Text and photos for project SUZUKI RGV250 by Paul Pearmain and Matt Patterson, © TYGA-Performance

It was one of those days you remember well, the day I first saw this VJ21 and I can’t honestly say it was love at first sight! I’d just walked out of the stifling Bangkok heat and humidity and into the refreshing air conditioned showroom, of Red Baron Motorcycles. At the time, this was the mecca for motorcycle enthusiasts in Thailand and was full of rows of the latest CBRs, GSX-Rs, Ninjas and Hayabusas etc. all of which were well beyond my budget.

Then something caught my eye parked near the lift at the back. The little Suzuki RGV250 was probably a trade in and seemed to be deliberately hidden away, lest it spoil the scene of modernity and power conveyed by the shop’s range.
Some context is required here and in 1998, at the height of the Asian financial crash, a two stroke sports bike was about as popular as a VW diesel is today. Even with its brand new Lucky Strike paintwork and dealer warranty, the star shaped sticker on the screen only dared to ask a meagre 40,000 Baht (approx. 1,000 USD at the time). To be perfectly honest, even to a believer like me who has always loved 1990s two strokes, it looked really dated with its 18-inch rear hoop and weird oversized mirrors and indicators. Not my cuppa tea; but I knew a French bloke who would love it. A few days later, the deal was done and Olivier was enrolled into our exclusive ‘Pattaya 250 two stroke expat gang’. He kept up well on his antique contraption and what it lacked in sophistication, it made up for in power. Despite me never admitting it to Olivier, I was secretly impressed.

Starting of the project Suzuki RGV250

Fast forward a few months later, and I am not sure what prompted it, but Matt and I were very heavily under the influence of something popular at the time. Olivier’s bike was parked under the stairs in our rental house, caught our eye and became the topic of conversation. We agreed that the way Suzuki designed the seat cowling was a bit low for our liking. So, even though this was pre TYGA Performance, we decided to modify it. Our tool of choice being a big garden hoe. Looking back, it is surprising that the hoe’s hardwood handle was stronger than the frame but anyway, two cracked welds later, we had the seat cowling in the position we liked. Content with our designer skills we retired for the night. Next morning, after we sobered up, we got a local welder to weld it into the new position and this was the start of a project bike that has been in process ever since. You could therefore tenuously say that, at 22 years making, it has had the longest gestation period of any TYGA project.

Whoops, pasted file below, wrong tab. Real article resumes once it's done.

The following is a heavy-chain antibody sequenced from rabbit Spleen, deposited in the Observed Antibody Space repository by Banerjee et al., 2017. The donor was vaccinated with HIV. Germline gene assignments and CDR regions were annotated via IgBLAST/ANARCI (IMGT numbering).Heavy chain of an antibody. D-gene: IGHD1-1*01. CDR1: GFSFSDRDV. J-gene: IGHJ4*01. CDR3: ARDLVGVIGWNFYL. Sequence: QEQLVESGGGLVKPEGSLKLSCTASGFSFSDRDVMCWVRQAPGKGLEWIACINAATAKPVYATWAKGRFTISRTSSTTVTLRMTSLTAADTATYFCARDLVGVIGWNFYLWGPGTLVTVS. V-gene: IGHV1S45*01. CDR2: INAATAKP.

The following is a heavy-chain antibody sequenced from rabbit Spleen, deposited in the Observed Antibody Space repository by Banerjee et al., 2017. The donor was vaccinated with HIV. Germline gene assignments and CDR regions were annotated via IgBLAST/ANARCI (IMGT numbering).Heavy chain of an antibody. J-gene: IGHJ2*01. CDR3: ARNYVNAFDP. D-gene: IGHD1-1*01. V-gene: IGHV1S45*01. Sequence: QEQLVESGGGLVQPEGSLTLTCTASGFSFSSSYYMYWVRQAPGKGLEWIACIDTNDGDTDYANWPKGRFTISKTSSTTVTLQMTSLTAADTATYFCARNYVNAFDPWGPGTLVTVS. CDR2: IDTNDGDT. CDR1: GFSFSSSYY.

I think Olivier eventually forgave us for mutilating his bike, even touring together on a very eventful 500km trip to the island of Koh Chang, (RC30, CBR900RR and VJ21). The fact the island had no roads at the time didn’t deter us one bit. On the mainland, a local farmer turning right on his chicken chaser with no signals caught Olivier by surprise. Olivier managed to hit it from behind and impale the VJ21s tyre with its exhaust leaving a cookie cutter hole in it. Luckily nobody was hurt and with a TZM rear tyre pressed into service on the VJ21 front wheel, on we went. We made it round the island and back to base with happy memories and only a few scrapes and a cracked RC30 belly pan. A few months later, Oliver found a new job and country to live in. He rode the VJ21 from Pattaya to Kuala Lumpur, Malaysia (which was around 1600kms one way). He used the bike to commute to work for a year or two even though it was still Thai registered. After his contract ended, he came back to live in Thailand, and naturally he rode it another 1600 kms back to Pattaya to start a new life for both him and the bike. Unfortunately, the Suzuki was literally put out to grass. When I next saw it a couple of years later, the poor thing had been left decaying in his yard and was in a very sad state and Olivier lacking the budget to restore it. Feeling sorry for Olivier and the VJ21 in equal measure, I bought it off him. I guess nostalgia got the better of me, and the registration had always been in my name. There was no other rational reason for the purchase, and unfortunately it then sat in storage for a few more years.